Title: The Lake House

Author: Kate Morton

Narrator: Caroline Lee

Rating: 4 Stars

Reviewer: Jess

What could a police detective in 2003 possibly have to do with the case of a child who went missing in 1933? Apparently quite a bit. In her latest novel, The Lake House, Kate Morton takes two seemingly unrelated casts of characters and weaves them into a beautifully intricate web of mystery that immediately pulls the reader into the story.

Corwall, 1933: To the observer, the Edevanes are a model family. Anthony and Eleanor are devoted to each other and their children, Alice, Deborah, Clementine, and their infant son Theo. Poised, perfect in appearances, no one could have predicted the events that would happen at the Midsummer party. As the family and their guests celebrated, Theo Edevane mysteriously disappears from his cradle. There are no witnesses, no ransom demand, little evidence and the family leaves Cornwall with the case unsolved.

Cornwall, 2003: Sadie Sparrow is a London Police Detective “on leave” after a case became too personal. To escape London, Sadie has gone to visit her grandfather in Cornwall and stumbles upon Loeanneththe Edevane family home, and it’s mystery. What begins as a mere curiosity becomes a full investigation as Sadie decides to find out what really happened to little Theo Edevane.

London, 2003: Alice Edevane is a prolific author of a series of mystery novels. Ordered, structured, her life is just as she likes it. Until a letter arrives from Sadie Sparrow causing Alice to remember parts of her life she’s tried desperately to forget.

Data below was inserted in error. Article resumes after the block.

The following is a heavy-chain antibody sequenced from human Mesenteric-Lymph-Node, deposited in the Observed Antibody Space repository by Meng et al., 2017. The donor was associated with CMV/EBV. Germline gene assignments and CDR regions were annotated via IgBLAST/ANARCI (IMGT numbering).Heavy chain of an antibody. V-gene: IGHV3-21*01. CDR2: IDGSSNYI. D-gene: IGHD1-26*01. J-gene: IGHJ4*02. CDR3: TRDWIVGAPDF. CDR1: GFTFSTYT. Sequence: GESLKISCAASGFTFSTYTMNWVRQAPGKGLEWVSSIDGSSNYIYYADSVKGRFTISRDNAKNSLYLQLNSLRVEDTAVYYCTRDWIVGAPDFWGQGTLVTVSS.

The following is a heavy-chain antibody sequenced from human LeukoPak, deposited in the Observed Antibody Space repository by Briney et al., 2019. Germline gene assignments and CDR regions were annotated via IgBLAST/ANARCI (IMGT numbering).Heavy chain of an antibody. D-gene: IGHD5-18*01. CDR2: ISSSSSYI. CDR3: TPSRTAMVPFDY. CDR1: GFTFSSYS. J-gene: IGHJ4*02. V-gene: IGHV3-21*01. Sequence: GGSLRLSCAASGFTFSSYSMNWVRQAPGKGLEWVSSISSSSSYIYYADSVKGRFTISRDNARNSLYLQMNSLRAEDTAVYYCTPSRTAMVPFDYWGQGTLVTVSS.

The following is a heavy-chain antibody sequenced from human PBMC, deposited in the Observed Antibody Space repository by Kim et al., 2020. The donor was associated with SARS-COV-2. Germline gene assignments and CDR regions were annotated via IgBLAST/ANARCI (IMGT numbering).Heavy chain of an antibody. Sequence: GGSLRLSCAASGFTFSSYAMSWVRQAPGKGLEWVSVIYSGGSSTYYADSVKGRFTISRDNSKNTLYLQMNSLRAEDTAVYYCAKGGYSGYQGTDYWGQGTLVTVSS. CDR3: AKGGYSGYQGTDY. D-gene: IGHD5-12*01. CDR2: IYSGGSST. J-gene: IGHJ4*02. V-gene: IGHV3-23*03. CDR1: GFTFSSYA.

Told in alternating timeline format, The Lake House glides back and forth through the memories and events of nearly ninety years and an equally expansive cast of characters. Twists and turns abound and readers (or at least this reader) will find it difficult to see how all the threads of the story connect until the end.

I’m admittedly a fan of Kate Morton’s novels and dual-timeline stories in general so I found the narrative fairly easy to follow. Readers who are not used to changing narrators and settings may find the novel awkward at first but I encourage you to stick with it. The Lake House is a wonderful story that will suck you in given the chance.

To any readers considering the audiobook–go for it! Caroline Lee has done a superb job with this tale. Her characterizations are spot on and lend an extra level of depth to the novel that can not be missed. I both listened to and read the Lake House, but towards the end I found myself waiting until I had time to listen rather than continue reading because I felt the narration added so much to the story telling.

More information about The Lake House and the rest of Kate Morton’s novels can be found on her website.

If you’ve already read The Lake House and would like to read more of Kate Morton’s works, I highly recommend The House at Riverton.

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